Beet Armyworm (Spodoptera exigua)
Adult: Moths are gray-brown, with a 1 inch wingspan.
Egg: Ribbed, circular-pointed, and covered by fluff pulled from adult wings.
Larva: 1.25 inches long with light stripes along their sides, and without hairs or spines.
Pupa: ½-inch long, light brown in color.
In southern Utah, beet armyworms overwinter as pupae, emerging in spring. Females lay several hundred eggs, placed singly on the underside of leaves near blossoms and branch tips of woody hosts. After 2-5 days, the caterpillars hatch and feed for three weeks. When mature, the caterpillar pupates near the soil surface. During summer, pupation takes 5-8 days until the adult emergence. Several generations can occur each season. In northern Utah, beet armyworm pupae do not survive the cold winters, so moths are reintroduced each summer from southern locations.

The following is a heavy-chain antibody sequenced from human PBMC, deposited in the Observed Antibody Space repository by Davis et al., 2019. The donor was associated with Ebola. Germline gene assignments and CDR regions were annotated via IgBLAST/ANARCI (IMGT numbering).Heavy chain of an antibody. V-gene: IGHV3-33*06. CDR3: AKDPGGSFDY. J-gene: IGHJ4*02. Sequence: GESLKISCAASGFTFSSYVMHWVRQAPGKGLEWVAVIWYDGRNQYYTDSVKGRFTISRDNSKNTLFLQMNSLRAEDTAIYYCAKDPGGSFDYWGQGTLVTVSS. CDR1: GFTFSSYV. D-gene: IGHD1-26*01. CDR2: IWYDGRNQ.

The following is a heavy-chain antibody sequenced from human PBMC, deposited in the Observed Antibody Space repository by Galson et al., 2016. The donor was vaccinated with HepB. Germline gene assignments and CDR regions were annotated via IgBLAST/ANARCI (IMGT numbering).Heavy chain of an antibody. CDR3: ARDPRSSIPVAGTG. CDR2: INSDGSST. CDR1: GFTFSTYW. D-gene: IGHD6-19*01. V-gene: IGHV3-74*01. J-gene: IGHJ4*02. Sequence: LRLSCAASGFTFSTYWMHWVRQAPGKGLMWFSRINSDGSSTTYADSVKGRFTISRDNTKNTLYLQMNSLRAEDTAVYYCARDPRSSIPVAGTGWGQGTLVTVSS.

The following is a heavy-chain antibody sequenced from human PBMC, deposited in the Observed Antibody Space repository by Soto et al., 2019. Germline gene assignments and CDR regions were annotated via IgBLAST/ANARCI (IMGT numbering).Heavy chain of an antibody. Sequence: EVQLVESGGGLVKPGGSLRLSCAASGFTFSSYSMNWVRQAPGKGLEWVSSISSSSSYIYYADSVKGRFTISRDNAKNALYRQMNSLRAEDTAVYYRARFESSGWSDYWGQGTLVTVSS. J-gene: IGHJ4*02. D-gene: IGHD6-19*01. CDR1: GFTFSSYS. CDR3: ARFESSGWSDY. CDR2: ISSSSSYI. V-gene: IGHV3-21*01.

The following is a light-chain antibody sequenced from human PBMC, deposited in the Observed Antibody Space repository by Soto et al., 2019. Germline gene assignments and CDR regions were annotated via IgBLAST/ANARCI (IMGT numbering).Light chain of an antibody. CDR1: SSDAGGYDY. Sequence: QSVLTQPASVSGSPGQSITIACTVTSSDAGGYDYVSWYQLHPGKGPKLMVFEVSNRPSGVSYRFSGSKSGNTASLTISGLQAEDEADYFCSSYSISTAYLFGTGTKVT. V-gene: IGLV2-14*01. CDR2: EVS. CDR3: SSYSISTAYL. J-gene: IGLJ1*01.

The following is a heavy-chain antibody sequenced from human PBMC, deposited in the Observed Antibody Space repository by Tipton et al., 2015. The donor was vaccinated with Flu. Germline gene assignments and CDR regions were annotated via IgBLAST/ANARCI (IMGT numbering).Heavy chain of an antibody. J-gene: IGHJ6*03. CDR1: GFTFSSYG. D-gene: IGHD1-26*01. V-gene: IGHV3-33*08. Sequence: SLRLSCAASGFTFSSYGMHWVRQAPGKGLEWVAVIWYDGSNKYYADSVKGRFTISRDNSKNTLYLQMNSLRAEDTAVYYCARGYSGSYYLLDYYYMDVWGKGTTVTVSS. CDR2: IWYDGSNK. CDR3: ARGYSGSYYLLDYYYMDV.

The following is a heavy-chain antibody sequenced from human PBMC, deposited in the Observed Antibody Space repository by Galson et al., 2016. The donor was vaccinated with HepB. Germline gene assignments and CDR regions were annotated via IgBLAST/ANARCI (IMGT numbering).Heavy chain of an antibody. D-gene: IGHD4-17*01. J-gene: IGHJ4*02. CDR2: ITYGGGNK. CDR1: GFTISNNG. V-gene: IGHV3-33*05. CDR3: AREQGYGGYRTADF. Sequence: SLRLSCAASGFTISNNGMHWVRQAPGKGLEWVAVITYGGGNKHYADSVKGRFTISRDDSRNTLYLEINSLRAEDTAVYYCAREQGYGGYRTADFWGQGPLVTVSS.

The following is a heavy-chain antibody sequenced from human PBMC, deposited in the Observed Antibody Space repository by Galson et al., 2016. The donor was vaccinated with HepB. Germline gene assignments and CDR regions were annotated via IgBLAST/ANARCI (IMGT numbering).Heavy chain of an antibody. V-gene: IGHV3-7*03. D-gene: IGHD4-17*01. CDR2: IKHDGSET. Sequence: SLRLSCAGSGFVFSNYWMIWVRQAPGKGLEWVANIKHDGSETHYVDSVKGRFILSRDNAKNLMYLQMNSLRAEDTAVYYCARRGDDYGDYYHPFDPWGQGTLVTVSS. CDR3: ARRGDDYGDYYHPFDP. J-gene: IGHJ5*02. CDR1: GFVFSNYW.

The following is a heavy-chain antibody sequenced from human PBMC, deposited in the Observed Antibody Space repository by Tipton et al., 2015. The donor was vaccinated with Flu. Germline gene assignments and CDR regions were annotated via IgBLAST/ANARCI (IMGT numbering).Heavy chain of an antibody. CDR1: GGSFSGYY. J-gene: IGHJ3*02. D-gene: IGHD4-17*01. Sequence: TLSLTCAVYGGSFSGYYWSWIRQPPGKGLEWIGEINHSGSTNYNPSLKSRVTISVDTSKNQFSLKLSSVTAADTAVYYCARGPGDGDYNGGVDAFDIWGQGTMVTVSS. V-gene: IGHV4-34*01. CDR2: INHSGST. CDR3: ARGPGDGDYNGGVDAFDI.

Feeding caused by beet armyworm is a concern for a variety of vegetable crops, notably beets. They feed on foliage, shred leaves, make irregular holes, and in extreme cases, defoliation. The time of greatest concern is from mid-July through harvest.
- Till soil. In southern Utah, tilling the soil at the end of the season will disrupt the beet armyworm’s overwintering pupation stage, which occurs only a few centimeters below the surface.
- Use floating row covers. Apply row covers on seedlings or transplants in spring for 5-8 weeks to exclude adults from laying eggs on the crop.
The ichneumonid wasp (Hyposoter exiguae) is a parasitoid that lays eggs inside young beet armyworm larvae.